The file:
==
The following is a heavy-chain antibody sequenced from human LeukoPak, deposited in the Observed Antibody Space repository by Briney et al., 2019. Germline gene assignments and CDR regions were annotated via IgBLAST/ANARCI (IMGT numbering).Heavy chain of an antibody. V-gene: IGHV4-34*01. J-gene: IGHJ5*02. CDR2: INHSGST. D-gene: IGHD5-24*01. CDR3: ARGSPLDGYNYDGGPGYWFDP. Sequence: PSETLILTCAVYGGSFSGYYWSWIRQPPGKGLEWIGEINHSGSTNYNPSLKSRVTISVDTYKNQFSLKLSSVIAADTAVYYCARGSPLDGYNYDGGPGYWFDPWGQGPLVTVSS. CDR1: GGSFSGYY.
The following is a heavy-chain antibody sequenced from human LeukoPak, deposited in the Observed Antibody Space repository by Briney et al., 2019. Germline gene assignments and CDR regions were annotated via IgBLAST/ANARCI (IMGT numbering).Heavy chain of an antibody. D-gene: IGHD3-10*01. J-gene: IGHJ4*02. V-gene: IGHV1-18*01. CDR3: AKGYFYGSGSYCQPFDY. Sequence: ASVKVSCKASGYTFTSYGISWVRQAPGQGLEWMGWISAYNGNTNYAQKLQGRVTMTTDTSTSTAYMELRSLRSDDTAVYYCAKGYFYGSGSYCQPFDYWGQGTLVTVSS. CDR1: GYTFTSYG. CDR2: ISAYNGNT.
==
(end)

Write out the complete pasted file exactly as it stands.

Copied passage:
The following is a heavy-chain antibody sequenced from human LeukoPak, deposited in the Observed Antibody Space repository by Briney et al., 2019. Germline gene assignments and CDR regions were annotated via IgBLAST/ANARCI (IMGT numbering).Heavy chain of an antibody. V-gene: IGHV4-34*01. J-gene: IGHJ5*02. CDR2: INHSGST. D-gene: IGHD5-24*01. CDR3: ARGSPLDGYNYDGGPGYWFDP. Sequence: PSETLILTCAVYGGSFSGYYWSWIRQPPGKGLEWIGEINHSGSTNYNPSLKSRVTISVDTYKNQFSLKLSSVIAADTAVYYCARGSPLDGYNYDGGPGYWFDPWGQGPLVTVSS. CDR1: GGSFSGYY.
The following is a heavy-chain antibody sequenced from human LeukoPak, deposited in the Observed Antibody Space repository by Briney et al., 2019. Germline gene assignments and CDR regions were annotated via IgBLAST/ANARCI (IMGT numbering).Heavy chain of an antibody. D-gene: IGHD3-10*01. J-gene: IGHJ4*02. V-gene: IGHV1-18*01. CDR3: AKGYFYGSGSYCQPFDY. Sequence: ASVKVSCKASGYTFTSYGISWVRQAPGQGLEWMGWISAYNGNTNYAQKLQGRVTMTTDTSTSTAYMELRSLRSDDTAVYYCAKGYFYGSGSYCQPFDYWGQGTLVTVSS. CDR1: GYTFTSYG. CDR2: ISAYNGNT.